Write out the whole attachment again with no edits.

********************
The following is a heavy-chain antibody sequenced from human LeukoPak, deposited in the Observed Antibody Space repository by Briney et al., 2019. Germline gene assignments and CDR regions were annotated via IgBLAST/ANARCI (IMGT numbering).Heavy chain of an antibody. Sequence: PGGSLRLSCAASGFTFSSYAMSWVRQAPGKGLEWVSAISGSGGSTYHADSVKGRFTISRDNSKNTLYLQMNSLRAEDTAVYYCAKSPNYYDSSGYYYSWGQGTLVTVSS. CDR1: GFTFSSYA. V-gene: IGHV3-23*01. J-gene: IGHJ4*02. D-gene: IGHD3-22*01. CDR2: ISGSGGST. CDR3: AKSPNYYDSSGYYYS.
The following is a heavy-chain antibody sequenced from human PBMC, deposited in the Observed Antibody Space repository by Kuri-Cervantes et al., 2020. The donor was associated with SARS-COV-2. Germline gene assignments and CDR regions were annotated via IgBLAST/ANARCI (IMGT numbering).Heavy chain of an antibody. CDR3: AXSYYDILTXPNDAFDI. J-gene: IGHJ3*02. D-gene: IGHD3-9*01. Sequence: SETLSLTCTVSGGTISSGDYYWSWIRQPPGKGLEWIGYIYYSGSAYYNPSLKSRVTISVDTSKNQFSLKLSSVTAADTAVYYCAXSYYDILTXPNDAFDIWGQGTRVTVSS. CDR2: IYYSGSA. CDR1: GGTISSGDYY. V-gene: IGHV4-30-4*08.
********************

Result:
The following is a heavy-chain antibody sequenced from human LeukoPak, deposited in the Observed Antibody Space repository by Briney et al., 2019. Germline gene assignments and CDR regions were annotated via IgBLAST/ANARCI (IMGT numbering).Heavy chain of an antibody. Sequence: PGGSLRLSCAASGFTFSSYAMSWVRQAPGKGLEWVSAISGSGGSTYHADSVKGRFTISRDNSKNTLYLQMNSLRAEDTAVYYCAKSPNYYDSSGYYYSWGQGTLVTVSS. CDR1: GFTFSSYA. V-gene: IGHV3-23*01. J-gene: IGHJ4*02. D-gene: IGHD3-22*01. CDR2: ISGSGGST. CDR3: AKSPNYYDSSGYYYS.
The following is a heavy-chain antibody sequenced from human PBMC, deposited in the Observed Antibody Space repository by Kuri-Cervantes et al., 2020. The donor was associated with SARS-COV-2. Germline gene assignments and CDR regions were annotated via IgBLAST/ANARCI (IMGT numbering).Heavy chain of an antibody. CDR3: AXSYYDILTXPNDAFDI. J-gene: IGHJ3*02. D-gene: IGHD3-9*01. Sequence: SETLSLTCTVSGGTISSGDYYWSWIRQPPGKGLEWIGYIYYSGSAYYNPSLKSRVTISVDTSKNQFSLKLSSVTAADTAVYYCAXSYYDILTXPNDAFDIWGQGTRVTVSS. CDR2: IYYSGSA. CDR1: GGTISSGDYY. V-gene: IGHV4-30-4*08.